Short stories are tough to review, especially in the case of Hounds. There’s a very limited amount of real estate you can work with, and Snyder tips his hand at many new ideas and characters that we barely get to spend time any time with. Before we know it, the story is over, and I’m left wanting more – which is a good thing! On the flip side, why introduce certain elements if they’re never going to be dug into? Not that every detail must be explored, but I felt that a lot of potentially interesting ideas were just barely touched upon and then dropped entirely, be it an allusion to power, a relationship status or history, a mention of ancillary characters, or important world-building elements. In some cases, less is more, but I would have appreciated more being more, here.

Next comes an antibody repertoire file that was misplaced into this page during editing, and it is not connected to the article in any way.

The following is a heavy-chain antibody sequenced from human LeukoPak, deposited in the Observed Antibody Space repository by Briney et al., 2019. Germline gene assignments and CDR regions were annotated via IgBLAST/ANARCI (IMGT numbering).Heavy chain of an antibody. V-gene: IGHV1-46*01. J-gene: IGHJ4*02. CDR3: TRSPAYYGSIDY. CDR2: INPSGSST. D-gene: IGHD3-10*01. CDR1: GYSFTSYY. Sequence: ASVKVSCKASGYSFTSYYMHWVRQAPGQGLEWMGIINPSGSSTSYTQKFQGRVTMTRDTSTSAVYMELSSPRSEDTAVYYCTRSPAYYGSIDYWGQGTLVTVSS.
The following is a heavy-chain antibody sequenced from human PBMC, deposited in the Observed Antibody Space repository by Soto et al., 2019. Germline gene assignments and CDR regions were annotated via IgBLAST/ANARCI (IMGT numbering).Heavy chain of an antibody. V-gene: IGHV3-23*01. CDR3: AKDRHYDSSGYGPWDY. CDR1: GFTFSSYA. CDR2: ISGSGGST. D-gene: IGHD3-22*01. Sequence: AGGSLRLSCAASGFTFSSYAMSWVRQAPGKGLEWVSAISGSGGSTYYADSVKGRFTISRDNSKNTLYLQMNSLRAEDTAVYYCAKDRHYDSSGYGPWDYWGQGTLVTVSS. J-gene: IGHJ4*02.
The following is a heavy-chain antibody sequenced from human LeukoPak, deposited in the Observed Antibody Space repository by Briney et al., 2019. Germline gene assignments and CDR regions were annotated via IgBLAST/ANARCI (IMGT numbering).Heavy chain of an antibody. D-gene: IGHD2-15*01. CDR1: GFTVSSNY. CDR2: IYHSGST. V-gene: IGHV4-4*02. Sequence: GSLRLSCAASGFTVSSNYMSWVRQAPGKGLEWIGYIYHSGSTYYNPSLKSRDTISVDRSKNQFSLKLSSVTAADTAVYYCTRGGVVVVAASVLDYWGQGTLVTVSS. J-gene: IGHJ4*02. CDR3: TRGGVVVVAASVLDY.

Onto the story itself.
Hounds is about making tough choices while raising children out in the wilds of a plague-infested land. In this world, the morality is so grey that our narrator must consistently remind himself to take the higher ground. But as the story progresses, what constitutes the higher ground keeps changing for the worse. When there’s no easy choices left, at what point should survival be considered optional?
It is a bleak story with a dark ending, and Snyder’s writing is powerful and effective at conveying the hopelessness of the narrator’s journey. But without knowing more about the surrounding circumstances, I couldn’t fully relate to the decisions of the narrator. There was a bit of a disconnect in understanding his motivation and reasoning. However, the experience of reading the story itself I very much enjoyed; Snyder has a knack for quickly creating effective atmosphere in his stories and Hounds brings this in spades. If you’re a fan of creeping dread, walls-closing-in tales of paranoia, then this is a story for you.